Whitefish or steelhead? - Fly Fishing Forum
Pacific Northwest Sea Run Forum No such thing as rainbow trout, only landlocked steelhead

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Old 07-21-2001, 10:14 PM
Vic Vic is offline
Join Date: May 2001
Posts: 38
Whitefish or steelhead?

There is plenty of 14"-16" fish in N.F.Stilly . And I thought they was a steelhead... But one guy explained they was not steelhead! but whitefish. They are everywhere in slow pools with sandy and muddy bottom. And they look like feeding on the bottom. But some of them look bigger, maybe even 3-4 pounds. So I'm totally confused. Can whitefish reach such size? Or was it steelhead? Steelhead usually seek protection near rocks but these fishes lying on the sand. So what they are?
p.s.I have never seen live whitefish but smoked are good ones :-)
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Old 07-22-2001, 12:35 PM
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juro juro is offline
Coast2coast Flyfishaholic
Join Date: Jan 2000
Location: Steelhead country|striper coast|bonefish belt
Posts: 20,594
Vic -

To tell the difference between summer steelhead and whitefish is easy - one takes you into the backing in the blink of an eye, jumping 5 feet into the air, and puts a lump in your throat. Whitefish.... dont. }>

Seriously, you will eventually be able to tell real quickly by a number of things. First of all, it's hard to see the shadow of suckers (which are probably the big ones you see) and other so-called coarse fish on the bottom below the fish, but it's easy to see the steelhead's shadow.

Bright steelhead (and salmon) have an almost luminous silver glow on the fringes of their bodies that is unmistakable, coarse species don't.

But once you spend time staring at them for a while you will be able to tell just by looking at the shape, fins distribution and even the way they move.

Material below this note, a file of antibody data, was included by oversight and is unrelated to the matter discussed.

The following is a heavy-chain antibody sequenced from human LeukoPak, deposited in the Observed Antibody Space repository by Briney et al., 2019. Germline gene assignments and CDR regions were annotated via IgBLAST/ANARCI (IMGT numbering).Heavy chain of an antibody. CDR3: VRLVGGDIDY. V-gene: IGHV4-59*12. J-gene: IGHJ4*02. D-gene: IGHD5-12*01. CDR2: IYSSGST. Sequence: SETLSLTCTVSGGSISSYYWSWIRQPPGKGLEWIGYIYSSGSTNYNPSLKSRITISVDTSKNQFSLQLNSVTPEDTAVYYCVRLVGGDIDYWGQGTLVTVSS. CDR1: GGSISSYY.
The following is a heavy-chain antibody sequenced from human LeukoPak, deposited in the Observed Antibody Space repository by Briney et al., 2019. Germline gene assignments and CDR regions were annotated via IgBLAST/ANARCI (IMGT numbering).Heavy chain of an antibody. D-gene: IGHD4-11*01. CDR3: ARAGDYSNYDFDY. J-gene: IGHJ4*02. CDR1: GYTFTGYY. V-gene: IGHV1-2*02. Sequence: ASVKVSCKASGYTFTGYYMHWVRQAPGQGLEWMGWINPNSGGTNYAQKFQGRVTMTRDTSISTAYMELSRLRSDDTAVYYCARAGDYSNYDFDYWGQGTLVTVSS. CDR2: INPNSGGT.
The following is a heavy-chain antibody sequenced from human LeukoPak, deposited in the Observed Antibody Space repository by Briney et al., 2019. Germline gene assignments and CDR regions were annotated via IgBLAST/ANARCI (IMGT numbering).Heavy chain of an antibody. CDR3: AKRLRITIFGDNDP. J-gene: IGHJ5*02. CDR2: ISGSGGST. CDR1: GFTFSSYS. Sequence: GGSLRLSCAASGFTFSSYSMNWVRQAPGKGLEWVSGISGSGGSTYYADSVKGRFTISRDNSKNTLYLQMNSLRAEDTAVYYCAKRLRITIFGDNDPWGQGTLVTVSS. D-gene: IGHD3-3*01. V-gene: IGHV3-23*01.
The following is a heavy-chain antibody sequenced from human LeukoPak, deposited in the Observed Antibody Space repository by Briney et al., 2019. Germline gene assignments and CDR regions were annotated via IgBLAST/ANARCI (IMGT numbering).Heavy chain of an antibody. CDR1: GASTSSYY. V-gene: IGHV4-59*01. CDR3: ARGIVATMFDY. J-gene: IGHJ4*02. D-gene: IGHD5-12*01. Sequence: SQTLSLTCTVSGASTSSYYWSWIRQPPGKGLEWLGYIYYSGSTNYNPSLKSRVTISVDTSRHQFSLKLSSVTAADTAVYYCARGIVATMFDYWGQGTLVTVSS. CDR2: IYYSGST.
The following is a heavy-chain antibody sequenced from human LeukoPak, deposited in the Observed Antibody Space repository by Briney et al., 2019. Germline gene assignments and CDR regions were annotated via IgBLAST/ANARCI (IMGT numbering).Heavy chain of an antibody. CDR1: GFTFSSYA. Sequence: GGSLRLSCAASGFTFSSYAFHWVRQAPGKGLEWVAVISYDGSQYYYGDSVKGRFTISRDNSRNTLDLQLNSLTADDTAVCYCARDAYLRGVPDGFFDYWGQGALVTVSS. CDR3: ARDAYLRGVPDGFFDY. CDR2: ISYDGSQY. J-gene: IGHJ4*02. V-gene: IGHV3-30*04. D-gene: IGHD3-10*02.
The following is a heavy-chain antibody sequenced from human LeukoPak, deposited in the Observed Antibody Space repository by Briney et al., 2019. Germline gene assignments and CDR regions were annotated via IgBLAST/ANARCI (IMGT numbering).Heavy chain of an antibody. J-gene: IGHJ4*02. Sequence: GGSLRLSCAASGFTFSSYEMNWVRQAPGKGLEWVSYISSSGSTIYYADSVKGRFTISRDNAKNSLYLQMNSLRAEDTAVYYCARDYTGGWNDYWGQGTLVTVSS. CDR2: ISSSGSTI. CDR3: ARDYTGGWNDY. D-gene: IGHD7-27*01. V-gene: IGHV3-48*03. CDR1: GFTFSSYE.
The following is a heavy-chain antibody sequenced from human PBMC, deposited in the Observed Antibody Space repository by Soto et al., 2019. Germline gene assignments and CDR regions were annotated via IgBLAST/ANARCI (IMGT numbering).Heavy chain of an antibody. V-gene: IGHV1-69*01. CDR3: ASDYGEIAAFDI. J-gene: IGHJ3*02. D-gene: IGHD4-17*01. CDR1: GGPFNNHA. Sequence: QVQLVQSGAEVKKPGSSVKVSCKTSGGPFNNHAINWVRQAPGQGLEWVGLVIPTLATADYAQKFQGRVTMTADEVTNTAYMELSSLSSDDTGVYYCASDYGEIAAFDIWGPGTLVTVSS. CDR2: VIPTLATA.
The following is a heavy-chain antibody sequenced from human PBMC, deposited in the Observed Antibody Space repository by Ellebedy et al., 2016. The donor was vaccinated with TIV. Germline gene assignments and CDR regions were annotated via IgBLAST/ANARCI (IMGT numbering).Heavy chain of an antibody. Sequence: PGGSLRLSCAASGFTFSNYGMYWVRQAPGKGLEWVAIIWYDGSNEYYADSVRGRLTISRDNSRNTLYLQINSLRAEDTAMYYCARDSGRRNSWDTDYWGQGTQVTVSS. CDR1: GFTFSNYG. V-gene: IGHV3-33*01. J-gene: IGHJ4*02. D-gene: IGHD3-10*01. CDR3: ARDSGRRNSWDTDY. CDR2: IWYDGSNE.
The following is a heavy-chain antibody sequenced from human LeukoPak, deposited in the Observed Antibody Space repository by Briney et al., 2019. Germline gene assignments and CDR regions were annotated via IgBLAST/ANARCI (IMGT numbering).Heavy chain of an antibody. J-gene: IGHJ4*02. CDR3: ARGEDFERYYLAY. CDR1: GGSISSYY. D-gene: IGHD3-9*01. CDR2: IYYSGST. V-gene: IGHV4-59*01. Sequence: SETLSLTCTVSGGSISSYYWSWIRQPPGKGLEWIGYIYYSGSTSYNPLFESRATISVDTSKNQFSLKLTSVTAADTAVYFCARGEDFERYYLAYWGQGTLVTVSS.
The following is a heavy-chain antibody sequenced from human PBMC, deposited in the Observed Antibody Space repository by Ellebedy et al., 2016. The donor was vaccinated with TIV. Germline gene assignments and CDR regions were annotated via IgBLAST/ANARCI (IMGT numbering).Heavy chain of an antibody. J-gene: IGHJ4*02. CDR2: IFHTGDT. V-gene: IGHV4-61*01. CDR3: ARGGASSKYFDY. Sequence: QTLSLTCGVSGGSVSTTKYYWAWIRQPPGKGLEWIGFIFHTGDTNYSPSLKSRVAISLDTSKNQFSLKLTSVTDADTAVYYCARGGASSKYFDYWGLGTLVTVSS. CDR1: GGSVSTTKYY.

If I am not mistaken this is a humpy year and I am surprised you are not talking about many different species being packed like sardines in a pool.

For an example of comparing steelhead to other fish visually, I would suggest the Oso railroad bridge on the Stilly.
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Old 07-22-2001, 02:52 PM
Vic Vic is offline
Join Date: May 2001
Posts: 38
I don't know what is "sucker" 'cause I'm from Russia :-)
I think they are relatives of carp family.
I sure these fishes I observed close from shore had adipose fins. That's why I'm guess they was whitefish or another salmon family members. But it's hard to tell them from the bridge - all they look like gray shadows in the bottom and there was big and small ones, and probably different species
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Old 07-23-2001, 12:12 AM
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Doublespey Doublespey is offline
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Location: PNW Waterways
Posts: 711
Hi Vic,

Were you looking down from the Cicero Bridge on the NF Stilly?? I used to have the same dilemma when trying to spot steelhead from that same spot.

I'm guessing what you are seeing is suckers - they look like big fat dark whitefish, only bigger. The whites only get to about 20" (that I've seen), but I know some of the Suckers I've seen in that pool were 5-6lbs and there are plenty of them in the deeper holes in the NF Stilly.

The way I finally was able to distinguish them is that they have a very small head and are noticably wider at the pectoral fins (wedge-shaped). Summer steelhead are much more streamlined.

A funny story from my Stilly days - we'd spotted several steelhead in the rocks early one Saturday morning and had quietly sneaked into position beneath the railroad bridge to cast to them. As I worked out my 2nd cast into the run, there was a thunderous splash just upstream of my line. When I finally recovered from the shock, I heard laughter from above and watched as the brave little XXXX who'd jumped in surfaced and swam to shore.
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Old 07-23-2001, 01:00 AM
Vic Vic is offline
Join Date: May 2001
Posts: 38
Today I've learned how to differ steelhead form suckers! :-)
It was so funny... if you look upstream from railroad bridge there is a fast and deep run in the left side... and I watched fishermen how he worked thru this run. I spot big steelhead (don't know how big... but much more bigger than those suckers in the pool near). As Juro said the shadow was very clear to see and moved when fish was changing position. I tried to point fishermen to the fish but he didn't hear me... And he missed that fish. That's great idea - work in pairs :-) Later I talked with him and he said he already hooked one fish this day on dry fly! Lucky guy... maybe he is one of you and reads this message board too? :-)
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